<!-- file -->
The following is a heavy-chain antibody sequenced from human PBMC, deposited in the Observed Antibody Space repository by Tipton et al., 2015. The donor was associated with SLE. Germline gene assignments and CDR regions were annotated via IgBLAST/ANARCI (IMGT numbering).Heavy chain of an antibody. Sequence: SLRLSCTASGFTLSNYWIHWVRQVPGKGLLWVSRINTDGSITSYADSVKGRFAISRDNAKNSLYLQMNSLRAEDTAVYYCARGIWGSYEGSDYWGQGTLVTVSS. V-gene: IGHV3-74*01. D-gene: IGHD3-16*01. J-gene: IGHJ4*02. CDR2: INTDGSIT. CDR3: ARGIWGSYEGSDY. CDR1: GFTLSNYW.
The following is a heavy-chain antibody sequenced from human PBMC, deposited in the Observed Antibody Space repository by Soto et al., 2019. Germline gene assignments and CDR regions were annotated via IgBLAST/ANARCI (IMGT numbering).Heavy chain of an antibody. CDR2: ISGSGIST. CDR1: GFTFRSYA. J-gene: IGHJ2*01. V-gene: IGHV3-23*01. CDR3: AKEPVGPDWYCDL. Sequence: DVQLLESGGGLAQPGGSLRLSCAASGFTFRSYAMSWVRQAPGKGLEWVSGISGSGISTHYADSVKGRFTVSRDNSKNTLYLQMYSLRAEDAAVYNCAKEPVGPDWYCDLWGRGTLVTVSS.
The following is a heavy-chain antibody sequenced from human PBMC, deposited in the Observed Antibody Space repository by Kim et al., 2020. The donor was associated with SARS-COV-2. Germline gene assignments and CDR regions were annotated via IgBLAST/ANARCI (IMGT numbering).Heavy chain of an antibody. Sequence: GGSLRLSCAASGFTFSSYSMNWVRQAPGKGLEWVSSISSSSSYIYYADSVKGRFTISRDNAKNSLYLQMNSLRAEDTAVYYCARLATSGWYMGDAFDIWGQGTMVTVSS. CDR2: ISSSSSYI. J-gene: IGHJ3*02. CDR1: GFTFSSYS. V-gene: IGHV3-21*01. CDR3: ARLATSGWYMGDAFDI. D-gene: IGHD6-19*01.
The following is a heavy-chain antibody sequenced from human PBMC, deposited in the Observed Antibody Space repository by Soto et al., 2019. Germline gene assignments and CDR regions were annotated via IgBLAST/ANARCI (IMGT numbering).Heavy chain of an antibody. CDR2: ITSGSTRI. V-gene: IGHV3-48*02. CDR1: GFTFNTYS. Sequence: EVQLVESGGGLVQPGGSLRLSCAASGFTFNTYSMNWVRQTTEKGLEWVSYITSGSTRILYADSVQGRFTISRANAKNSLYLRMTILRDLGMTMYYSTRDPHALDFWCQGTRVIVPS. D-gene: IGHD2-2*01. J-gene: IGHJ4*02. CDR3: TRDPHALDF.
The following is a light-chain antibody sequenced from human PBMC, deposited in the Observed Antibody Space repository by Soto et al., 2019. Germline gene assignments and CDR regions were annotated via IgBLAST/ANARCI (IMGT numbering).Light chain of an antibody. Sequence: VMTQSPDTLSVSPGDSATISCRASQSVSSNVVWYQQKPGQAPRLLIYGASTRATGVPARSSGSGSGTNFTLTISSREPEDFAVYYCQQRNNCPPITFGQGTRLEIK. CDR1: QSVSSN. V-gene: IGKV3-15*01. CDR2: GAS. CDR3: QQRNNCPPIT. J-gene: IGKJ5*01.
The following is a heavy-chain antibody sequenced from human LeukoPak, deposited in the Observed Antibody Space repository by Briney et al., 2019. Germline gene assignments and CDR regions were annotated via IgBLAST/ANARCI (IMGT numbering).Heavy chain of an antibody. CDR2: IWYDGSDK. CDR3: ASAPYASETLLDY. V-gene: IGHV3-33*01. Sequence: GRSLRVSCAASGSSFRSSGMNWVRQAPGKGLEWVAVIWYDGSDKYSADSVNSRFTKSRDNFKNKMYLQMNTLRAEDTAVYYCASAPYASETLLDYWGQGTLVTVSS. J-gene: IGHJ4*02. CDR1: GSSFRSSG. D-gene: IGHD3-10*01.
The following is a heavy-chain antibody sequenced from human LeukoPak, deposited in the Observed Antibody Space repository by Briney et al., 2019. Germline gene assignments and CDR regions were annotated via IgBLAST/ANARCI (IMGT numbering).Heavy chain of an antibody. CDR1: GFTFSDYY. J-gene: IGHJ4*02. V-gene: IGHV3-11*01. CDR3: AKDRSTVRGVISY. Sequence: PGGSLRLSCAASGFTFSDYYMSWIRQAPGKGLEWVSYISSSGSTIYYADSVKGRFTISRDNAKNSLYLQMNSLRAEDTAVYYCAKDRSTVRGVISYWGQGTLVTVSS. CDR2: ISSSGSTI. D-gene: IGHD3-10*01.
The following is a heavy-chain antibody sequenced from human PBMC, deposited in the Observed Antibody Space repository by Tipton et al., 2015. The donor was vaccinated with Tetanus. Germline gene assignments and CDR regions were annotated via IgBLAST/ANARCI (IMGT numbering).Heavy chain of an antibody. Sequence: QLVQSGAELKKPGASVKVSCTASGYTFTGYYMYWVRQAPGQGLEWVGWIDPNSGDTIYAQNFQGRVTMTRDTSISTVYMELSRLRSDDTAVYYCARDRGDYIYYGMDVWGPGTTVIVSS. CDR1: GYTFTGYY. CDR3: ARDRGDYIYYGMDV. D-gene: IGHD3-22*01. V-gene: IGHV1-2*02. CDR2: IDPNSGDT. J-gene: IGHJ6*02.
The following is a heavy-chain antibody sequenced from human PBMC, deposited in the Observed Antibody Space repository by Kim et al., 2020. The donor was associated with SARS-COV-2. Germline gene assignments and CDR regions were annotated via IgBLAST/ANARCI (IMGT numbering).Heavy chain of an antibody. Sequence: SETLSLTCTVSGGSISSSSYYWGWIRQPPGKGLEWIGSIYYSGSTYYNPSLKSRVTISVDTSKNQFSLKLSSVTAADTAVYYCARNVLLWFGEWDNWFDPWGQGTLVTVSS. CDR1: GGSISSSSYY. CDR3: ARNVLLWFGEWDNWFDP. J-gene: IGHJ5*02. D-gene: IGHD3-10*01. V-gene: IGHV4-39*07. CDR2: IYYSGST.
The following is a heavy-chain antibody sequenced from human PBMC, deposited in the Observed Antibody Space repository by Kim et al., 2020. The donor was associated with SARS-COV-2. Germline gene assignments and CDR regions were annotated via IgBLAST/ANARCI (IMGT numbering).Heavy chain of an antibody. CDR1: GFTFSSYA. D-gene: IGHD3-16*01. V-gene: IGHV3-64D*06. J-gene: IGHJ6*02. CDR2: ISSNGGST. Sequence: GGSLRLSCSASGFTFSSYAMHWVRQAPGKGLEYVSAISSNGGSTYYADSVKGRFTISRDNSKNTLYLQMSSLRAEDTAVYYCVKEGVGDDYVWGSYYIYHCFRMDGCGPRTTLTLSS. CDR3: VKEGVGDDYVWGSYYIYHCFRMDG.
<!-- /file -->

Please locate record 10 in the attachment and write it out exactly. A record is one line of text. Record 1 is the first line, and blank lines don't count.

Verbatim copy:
The following is a heavy-chain antibody sequenced from human PBMC, deposited in the Observed Antibody Space repository by Kim et al., 2020. The donor was associated with SARS-COV-2. Germline gene assignments and CDR regions were annotated via IgBLAST/ANARCI (IMGT numbering).Heavy chain of an antibody. CDR1: GFTFSSYA. D-gene: IGHD3-16*01. V-gene: IGHV3-64D*06. J-gene: IGHJ6*02. CDR2: ISSNGGST. Sequence: GGSLRLSCSASGFTFSSYAMHWVRQAPGKGLEYVSAISSNGGSTYYADSVKGRFTISRDNSKNTLYLQMSSLRAEDTAVYYCVKEGVGDDYVWGSYYIYHCFRMDGCGPRTTLTLSS. CDR3: VKEGVGDDYVWGSYYIYHCFRMDG.